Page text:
If we do not allow appends, then a CoU object is never referenced by any other object, except for the next version in its set if we choose to do that.
No APPEND relationship will be allowed between CoU objects. A CoU object will use a simplified version of the MR/CDA document state machine, comprising only the states ACTIVE, NULLIFIED, OBSOLETE. A CoU object is created (initially submitted) in the ACTIVE state and remains so until either: (a) it is 'deleted' as an error by the submission of a copy of the specific object (i.e. with the same id value) and a status code of NULLIFIED; or (b) it is 'replaced' by the submission of a new CoU object in the same set (i.e. with the same set id value and a higher version number) that points to the prior CoU object using its id value in the Related CoU attached by a sequel to relationship of type 'replace'.
(2) Since the sequence of versions within a set of CoU objects (as defined by set id), each associated with a sequence number identifying its place in the temporal evolution of a submission (or reviewable unit) provides a complete record of the history of the set do we need to explicitly make prior versions obsolete, or otherwise record a specific relationship between instances?
We could leave each CoU object in a set in an explicit or implicit active state permanently, but how do we indicate that the set has been terminated (perhaps only temporarily)? We could submit a copy of the latest version (with the same id) with the status explicitly set to obsolete, or we could submit a new version with no code and no associated document to indicate termination. If we use the latte then there is no need to have a status code on CoU.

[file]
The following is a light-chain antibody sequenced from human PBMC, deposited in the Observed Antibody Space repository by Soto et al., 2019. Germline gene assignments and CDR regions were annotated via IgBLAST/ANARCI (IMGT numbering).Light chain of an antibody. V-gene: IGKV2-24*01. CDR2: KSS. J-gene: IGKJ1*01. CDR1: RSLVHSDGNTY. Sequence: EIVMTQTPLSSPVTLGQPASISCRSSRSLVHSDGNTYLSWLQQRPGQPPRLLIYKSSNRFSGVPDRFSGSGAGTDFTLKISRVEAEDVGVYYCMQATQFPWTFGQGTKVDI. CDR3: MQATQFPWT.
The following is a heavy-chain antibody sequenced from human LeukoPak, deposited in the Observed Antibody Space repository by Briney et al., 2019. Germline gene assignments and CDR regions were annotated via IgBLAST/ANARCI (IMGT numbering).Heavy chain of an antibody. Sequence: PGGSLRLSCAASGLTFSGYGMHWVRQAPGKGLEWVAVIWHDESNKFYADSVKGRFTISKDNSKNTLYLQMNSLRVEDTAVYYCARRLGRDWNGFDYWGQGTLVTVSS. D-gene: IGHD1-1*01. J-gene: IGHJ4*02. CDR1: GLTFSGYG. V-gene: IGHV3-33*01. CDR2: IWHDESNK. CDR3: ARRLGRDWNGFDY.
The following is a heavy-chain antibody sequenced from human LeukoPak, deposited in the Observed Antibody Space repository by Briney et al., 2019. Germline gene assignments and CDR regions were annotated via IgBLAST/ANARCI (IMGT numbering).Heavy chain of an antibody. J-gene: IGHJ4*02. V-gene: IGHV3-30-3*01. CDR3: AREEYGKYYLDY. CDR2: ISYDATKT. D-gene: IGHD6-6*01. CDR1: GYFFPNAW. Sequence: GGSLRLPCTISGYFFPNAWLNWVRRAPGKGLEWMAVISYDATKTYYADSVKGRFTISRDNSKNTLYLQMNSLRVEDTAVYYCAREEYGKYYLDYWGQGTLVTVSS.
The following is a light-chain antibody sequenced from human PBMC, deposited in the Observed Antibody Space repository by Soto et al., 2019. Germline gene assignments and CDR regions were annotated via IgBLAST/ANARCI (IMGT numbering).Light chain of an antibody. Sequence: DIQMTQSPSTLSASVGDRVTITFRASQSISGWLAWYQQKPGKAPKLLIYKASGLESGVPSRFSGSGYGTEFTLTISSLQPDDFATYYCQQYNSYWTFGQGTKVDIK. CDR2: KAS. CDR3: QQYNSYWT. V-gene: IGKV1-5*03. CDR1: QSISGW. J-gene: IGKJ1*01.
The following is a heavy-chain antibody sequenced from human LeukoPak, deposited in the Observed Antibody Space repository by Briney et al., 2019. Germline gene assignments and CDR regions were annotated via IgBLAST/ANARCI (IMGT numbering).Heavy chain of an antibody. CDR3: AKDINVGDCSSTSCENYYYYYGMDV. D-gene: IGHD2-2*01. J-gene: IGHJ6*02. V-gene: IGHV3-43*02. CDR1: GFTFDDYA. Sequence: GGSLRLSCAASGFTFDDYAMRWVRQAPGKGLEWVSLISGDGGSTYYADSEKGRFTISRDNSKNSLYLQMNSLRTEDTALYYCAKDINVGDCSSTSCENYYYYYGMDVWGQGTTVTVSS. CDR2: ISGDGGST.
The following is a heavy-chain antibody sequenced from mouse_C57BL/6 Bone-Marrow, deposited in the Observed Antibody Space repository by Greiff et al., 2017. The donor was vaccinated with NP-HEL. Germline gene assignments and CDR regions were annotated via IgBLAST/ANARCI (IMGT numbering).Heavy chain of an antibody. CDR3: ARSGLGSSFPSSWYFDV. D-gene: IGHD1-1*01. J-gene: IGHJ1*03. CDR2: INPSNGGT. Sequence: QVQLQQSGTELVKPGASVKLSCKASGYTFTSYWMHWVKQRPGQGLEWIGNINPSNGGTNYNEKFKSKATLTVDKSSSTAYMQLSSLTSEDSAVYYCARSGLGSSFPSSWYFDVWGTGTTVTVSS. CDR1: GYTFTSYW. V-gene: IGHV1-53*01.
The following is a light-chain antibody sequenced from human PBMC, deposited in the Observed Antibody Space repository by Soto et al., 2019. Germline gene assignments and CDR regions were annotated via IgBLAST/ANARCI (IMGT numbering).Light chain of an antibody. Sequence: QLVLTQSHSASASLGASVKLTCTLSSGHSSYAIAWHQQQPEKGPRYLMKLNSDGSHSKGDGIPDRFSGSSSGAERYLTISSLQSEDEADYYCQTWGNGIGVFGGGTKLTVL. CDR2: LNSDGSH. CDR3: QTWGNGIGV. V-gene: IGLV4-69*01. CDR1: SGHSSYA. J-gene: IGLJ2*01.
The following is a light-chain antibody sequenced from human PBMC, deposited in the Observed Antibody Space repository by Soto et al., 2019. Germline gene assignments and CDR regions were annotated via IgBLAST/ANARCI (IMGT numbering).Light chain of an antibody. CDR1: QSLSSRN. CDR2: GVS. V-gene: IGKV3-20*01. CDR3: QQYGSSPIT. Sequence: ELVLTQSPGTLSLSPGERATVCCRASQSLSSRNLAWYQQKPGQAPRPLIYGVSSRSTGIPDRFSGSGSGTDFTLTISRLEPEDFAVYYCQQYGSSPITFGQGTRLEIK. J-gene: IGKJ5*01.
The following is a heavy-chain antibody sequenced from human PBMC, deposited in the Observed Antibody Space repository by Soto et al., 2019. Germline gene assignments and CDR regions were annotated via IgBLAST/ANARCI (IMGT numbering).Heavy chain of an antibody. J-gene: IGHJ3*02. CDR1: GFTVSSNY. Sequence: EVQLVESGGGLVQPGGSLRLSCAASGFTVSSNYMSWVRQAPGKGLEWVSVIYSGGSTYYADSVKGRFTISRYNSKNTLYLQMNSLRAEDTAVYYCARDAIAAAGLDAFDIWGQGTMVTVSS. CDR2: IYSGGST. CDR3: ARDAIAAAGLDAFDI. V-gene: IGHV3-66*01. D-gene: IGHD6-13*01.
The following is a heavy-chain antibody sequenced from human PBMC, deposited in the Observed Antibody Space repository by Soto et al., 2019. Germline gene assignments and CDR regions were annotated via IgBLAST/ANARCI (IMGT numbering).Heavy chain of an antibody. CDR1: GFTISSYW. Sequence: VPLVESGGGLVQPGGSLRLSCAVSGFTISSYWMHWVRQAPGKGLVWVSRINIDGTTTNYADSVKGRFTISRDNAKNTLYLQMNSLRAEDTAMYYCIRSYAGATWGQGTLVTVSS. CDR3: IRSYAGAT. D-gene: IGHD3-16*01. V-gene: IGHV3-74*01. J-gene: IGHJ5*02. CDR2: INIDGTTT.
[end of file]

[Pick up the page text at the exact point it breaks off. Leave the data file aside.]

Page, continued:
No implied state changes will be allowed; all state changes must be made explicitly. Therefore, each new version in a set of CoUs MUST explicitly replace its predecessor.
(c) RPS Submission Subdivision Classes
Those RPS classes that represent the administrative divisions and subdivisions of regulatory submissions may also have life cycles.
Questions for RPS:
(1) What states need to be recorded for the submission unit, which is of type act? Objects of this class appear to have a very simple life cycle, being submitted in the “active” state and never taking on a meaningful new state unless withdrawn by its submitter, in which case its state should will become “nullified”.
(2) When a submission unit is nullified are all its contents and the updates attendant thereon also nullified?
(3) Can a submission, reviewable unit or application be withdrawn by the submitter? If so, under what conditions and with what results?
(4) How is regulatory state (status) related to object state (status) for submission, reviewable unit or application, if at all? (The states, transitions and state machine applicable to these classes are those of the act class.)
There are several alternative answers to this question;